Banks views the protection of a gated community as a necessity. Billboards around the city feature Banks playing for UNLV, making him an easily recognizable figure, on who was often followed home after games. Back when Banks lived in an apartment near the UNLV campus, he found his car "caked" on his birthday, covered with eggs, sugar, butter and whipped cream. Other days, Banks found his car intentionally dented by people trying to get his attention.

"A lot of people out here feel that I owe them something," said Banks. "I'm doing this because I love it and it's where my heart is. Some people feel that I'm supposed to go out and hang around. I can't do that anymore.

"There's a lot of crazy people in Vegas. The way I have to carry myself now that I'm in the NBA is totally different. You can't just have a non-gated community where anyone can come up and knock on your door. You have to go through the guard at the gate. It helps keep down a lot of confusion."

The local sense of entitlement is increased because Banks played almost all of his organized basketball in Las Vegas. With the exception of two seasons at Dixie State College in St. George, Utah, the people of Las Vegas watched Banks go from a kid learning the game at Doolittle Community Center to a seldom-used backup as a junior at Cimarron-Memorial High, to the hyped "savior" of UNLV basketball.

Along the way, Banks watched and worshiped Michael Jordan. He practiced his dribbling skills in a pitch-black garage. Ten minutes every night right before bed. Between the legs. Behind the back. Crossover.

"Marcus is amazingly low-maintenance for someone who's got as many people who wanted to tug at him," said Spoonhour. "But his family insulated him and kept him away from a lot of stuff.

"I've seen adults that couldn't do very well in Las Vegas, but Marcus has got a good work ethic." After graduating high school one core course short of Division 1 eligibility, Banks had three options: attend a New England prep school for a year; redshirt at UNLV; or enroll at a junior college. Banks reluctantly elected junior college. As a sophomore, he led Dixie in scoring (16.8 points per game) and assists (3.7). He ranked first in the Scenic West Athletic Conference in steals (2.0). He earned first-team NJCAA All-America honors.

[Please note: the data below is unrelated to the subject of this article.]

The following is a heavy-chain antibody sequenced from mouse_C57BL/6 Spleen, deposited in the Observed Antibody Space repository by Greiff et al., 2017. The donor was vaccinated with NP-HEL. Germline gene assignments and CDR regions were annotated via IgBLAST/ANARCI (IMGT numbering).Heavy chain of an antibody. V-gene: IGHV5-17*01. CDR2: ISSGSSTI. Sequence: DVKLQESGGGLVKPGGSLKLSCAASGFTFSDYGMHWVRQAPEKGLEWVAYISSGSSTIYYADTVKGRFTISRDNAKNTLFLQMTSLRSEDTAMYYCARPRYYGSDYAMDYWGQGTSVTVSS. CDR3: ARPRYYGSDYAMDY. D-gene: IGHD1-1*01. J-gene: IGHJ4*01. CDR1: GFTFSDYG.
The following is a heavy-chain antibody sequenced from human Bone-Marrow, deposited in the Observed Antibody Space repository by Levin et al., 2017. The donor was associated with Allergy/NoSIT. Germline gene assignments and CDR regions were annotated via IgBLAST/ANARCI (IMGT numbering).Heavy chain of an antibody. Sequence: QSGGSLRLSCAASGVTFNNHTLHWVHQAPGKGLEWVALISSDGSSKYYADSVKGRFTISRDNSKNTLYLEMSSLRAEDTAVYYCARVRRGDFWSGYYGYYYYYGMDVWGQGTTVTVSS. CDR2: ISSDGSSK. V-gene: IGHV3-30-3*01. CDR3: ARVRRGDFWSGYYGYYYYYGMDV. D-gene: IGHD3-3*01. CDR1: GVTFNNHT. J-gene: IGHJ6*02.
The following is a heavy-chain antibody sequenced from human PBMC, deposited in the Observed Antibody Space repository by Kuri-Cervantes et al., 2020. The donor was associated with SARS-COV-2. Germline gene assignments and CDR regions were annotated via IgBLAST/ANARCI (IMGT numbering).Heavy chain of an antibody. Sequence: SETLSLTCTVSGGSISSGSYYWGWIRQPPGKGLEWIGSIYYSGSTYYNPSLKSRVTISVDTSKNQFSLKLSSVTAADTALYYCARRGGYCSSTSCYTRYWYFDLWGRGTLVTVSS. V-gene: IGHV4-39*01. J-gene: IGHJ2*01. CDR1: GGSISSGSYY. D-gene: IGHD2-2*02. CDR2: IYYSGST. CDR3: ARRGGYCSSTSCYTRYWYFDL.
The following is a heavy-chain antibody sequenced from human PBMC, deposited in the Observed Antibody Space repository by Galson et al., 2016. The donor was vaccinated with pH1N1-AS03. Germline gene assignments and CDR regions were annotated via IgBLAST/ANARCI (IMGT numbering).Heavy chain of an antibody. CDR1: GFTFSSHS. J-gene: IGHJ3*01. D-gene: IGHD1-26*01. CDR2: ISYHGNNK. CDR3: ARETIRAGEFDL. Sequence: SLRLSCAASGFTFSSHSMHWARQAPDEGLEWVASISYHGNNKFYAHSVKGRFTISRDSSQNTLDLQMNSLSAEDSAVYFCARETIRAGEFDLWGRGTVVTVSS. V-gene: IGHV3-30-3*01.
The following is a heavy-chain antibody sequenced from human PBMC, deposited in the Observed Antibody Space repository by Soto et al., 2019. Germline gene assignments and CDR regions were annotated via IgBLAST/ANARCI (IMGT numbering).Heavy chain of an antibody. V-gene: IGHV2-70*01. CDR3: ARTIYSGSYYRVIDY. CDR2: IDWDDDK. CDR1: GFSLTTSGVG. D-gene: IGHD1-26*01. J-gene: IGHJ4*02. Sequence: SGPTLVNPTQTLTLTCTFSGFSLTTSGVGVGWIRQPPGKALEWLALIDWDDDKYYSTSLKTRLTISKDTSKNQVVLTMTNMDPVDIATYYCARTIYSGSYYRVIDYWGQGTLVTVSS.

The following year, Banks played for UNLV, bringing his speed and relentless defense to Division 1. In his senior year, he ranked seventh in the nation in steals (2.8 per game) and led the Mountain West Conference in assists (5.5) while averaging 20.3 points. In only two seasons with the Runnin' Rebels, Banks surpassed the 1,000-point mark. He was named Mountain West Co-Defensive Player of the Year and garnered conference first-team honors as well.

"I know he'll play as hard as anybody you've got," said Spoonhour. "We asked him to do so many things, it was unbelievable. He ran the ball club for us. We put the ball in his hands in virtually every stress situation for the last two years."

To ensure a smooth transition, Banks continues to familiarize himself with the Boston system and develop better decision-making. When training camp starts at the end of September, Banks understands he still will have a lot to prove.

"I've been playing behind guys all my life," said Banks. "I had to make everyone believers. I was telling everyone, `I'm going to play in the NBA one day.' No one believed me. I've been doubted all my life, that's what made me strive harder. That's why I live off negativity.

"I'm 21 years old and I'm coming into a position where I can be a starting point guard and run a team. I'm ready for that role."